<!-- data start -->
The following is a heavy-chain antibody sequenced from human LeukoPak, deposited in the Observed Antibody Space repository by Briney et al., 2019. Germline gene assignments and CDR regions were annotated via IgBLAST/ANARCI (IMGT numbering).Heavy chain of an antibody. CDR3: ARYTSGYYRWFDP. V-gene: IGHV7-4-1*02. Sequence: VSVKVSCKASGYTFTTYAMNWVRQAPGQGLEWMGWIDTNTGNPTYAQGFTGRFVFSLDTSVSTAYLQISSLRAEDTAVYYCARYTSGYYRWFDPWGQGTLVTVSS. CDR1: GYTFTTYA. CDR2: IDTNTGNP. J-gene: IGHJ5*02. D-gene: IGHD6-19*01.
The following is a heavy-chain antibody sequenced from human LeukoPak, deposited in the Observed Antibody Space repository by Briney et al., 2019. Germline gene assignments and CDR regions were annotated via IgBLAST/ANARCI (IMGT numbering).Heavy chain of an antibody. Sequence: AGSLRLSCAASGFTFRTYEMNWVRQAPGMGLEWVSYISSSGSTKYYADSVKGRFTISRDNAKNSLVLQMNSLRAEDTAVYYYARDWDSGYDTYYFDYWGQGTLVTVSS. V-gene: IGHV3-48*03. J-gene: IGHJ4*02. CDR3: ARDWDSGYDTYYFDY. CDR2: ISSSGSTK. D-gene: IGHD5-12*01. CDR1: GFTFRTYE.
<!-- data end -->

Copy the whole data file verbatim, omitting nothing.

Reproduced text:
The following is a heavy-chain antibody sequenced from human LeukoPak, deposited in the Observed Antibody Space repository by Briney et al., 2019. Germline gene assignments and CDR regions were annotated via IgBLAST/ANARCI (IMGT numbering).Heavy chain of an antibody. CDR3: ARYTSGYYRWFDP. V-gene: IGHV7-4-1*02. Sequence: VSVKVSCKASGYTFTTYAMNWVRQAPGQGLEWMGWIDTNTGNPTYAQGFTGRFVFSLDTSVSTAYLQISSLRAEDTAVYYCARYTSGYYRWFDPWGQGTLVTVSS. CDR1: GYTFTTYA. CDR2: IDTNTGNP. J-gene: IGHJ5*02. D-gene: IGHD6-19*01.
The following is a heavy-chain antibody sequenced from human LeukoPak, deposited in the Observed Antibody Space repository by Briney et al., 2019. Germline gene assignments and CDR regions were annotated via IgBLAST/ANARCI (IMGT numbering).Heavy chain of an antibody. Sequence: AGSLRLSCAASGFTFRTYEMNWVRQAPGMGLEWVSYISSSGSTKYYADSVKGRFTISRDNAKNSLVLQMNSLRAEDTAVYYYARDWDSGYDTYYFDYWGQGTLVTVSS. V-gene: IGHV3-48*03. J-gene: IGHJ4*02. CDR3: ARDWDSGYDTYYFDY. CDR2: ISSSGSTK. D-gene: IGHD5-12*01. CDR1: GFTFRTYE.